KETAMINE

(KET a meen) Brand: Ketalar

What is the most significant information I must know about ketamine?

• You must not receive ketamine if you are allergic to it, or if you have untreated or uncontrolled hypertension (high blood pressure).

• Till you receive ketamine, speak your doctor if you have heart malady, tall blood pressure, a history of alcoholism, or if you recently drank big amounts of alcohol.

Ketamine may be deleterious to an unborn child. Speak your doctor if you are pregnant.

• You may feel strange or slightly confused when you first come out of anesthesia. Speak your caregivers if these feelings are severe or unpleasant. It may take you longer to recover from anesthesia with ketamine if you have recently used a barbiturate (Butisol, Mebaral, Seconal, Nembutal, Solfoton, and others) or narcotic medicine (Vicodin, Dilaudid, OxyContin, Percocet, Actiq, Duragesic, Methadose, Dolophine, Kadian, MS Contin, and others).

Tell your caregivers at once if you have any of these serious side effects within 24 hours after you receive ketamine: severe confusion, hallucinations, unusual thoughts, or extreme fear.

• This medicine may impair your thinking or reactions. You will perhaps not be allowed to drive yourself house after your surgery or medical procedure. Avoid driving or operating machinery for at least 24 hours after you have received ketamine.

• Call your doctor at once if you have a serious side effect such as slow heart course, weak or shallow breathing, feeling like you might pass out, pain or burning when you urinate, or jerky muscle movements that may look like convulsions.

What is ketamine?

Ketamine is an anesthetic medication.

Ketamine is used to put you to sleep for surgery and to prevent pain and discomfort during determined medical trials or procedures.

Ketamine may also be used for purposes not listed in this medicine guide.

What must I discuss with my health care provider till receiving ketamine?

• You must not receive ketamine if you are allergic to it, or if you have untreated or uncontrolled hypertension (high blood pressure).

• To create certain you can safely receive ketamine, speak your doctor if you have another medical conditions, especially:

· heart disease;

· tall blood pressure;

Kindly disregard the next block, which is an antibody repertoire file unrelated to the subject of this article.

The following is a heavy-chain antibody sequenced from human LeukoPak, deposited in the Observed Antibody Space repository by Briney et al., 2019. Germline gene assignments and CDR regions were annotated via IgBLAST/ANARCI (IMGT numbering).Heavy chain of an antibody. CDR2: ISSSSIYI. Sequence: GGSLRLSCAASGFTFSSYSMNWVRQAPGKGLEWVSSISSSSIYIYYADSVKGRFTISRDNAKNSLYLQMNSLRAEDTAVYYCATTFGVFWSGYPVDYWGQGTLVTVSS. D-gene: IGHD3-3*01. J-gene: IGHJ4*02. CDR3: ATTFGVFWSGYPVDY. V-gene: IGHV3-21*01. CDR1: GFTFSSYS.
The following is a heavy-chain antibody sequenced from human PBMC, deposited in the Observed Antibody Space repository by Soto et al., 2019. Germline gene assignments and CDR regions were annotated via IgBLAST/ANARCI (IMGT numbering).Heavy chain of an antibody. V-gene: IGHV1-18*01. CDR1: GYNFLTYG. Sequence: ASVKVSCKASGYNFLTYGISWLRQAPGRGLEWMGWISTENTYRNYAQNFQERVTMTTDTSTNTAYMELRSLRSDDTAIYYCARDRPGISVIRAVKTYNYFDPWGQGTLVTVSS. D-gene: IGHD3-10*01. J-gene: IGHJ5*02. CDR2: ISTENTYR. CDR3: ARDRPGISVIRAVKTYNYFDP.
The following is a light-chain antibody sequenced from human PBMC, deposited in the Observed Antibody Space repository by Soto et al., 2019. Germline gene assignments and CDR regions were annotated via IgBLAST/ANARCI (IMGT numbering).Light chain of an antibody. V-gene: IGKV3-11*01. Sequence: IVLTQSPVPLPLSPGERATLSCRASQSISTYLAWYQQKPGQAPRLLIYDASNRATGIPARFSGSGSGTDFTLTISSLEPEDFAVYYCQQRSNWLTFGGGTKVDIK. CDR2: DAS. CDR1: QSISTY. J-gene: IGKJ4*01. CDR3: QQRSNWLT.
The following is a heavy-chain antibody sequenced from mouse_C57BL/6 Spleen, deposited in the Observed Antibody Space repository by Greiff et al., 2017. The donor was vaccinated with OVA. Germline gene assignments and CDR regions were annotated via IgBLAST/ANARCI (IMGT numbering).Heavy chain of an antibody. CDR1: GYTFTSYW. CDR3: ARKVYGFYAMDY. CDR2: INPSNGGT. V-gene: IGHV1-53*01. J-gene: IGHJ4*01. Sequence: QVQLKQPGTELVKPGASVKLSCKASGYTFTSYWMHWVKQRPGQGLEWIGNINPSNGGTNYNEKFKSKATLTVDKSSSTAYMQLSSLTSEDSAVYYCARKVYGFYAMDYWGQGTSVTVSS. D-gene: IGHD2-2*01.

· a history of alcoholism; or

· if you recently drank big amounts of alcohol.

Ketamine may be habit forming and must be used only by the face for whom it was predesigned.

Ketamine may be deleterious to an unborn child. Till you receive ketamine, speak your doctor if you are pregnant.

• It is not known whether ketamine passes into breast milk or if it could harm a nursing child. Do not use this medicine without telling your doctor if you are breast-feeding a baby.

How is ketamine given?

Ketamine is injected into a muscle, or into a vein through an IV. You will receive this injection in a clinic or hospital setting.

• Your breathing, blood pressure, heart function, and another vital signs will be watched closely while you are receiving ketamine.

• You may feel strange or slightly confused when you first come out of anesthesia. Speak your caregivers if these feelings are severe or unpleasant.

• You may be shown how to use injections at house. Do not self-inject this medication if you do not fully understand how to give the injection and properly dispose of used needles, IV tubing, and another items used to inject the medicine.

• Use a disposable needle only once. Throw away used needles in a puncture-proof container (ask your pharmacist where you can get one and how to dispose of it). Hold this container out of the reach of children and pets.

• Store at room temperature away from moisture, heat, and light.

What happens if I miss a dose?

• Since ketamine is generally given for anesthesia, you are not likely to be on a dosing schedule.

What happens if I overdose?

• Since this medicine is given by a healthcare professional in a medical setting, an overdose is unlikely to occur. Your vital signs will be closely watched while you are under anesthesia to create certain the medicine is not causing any deleterious effects.

What must I avoid after receiving ketamine?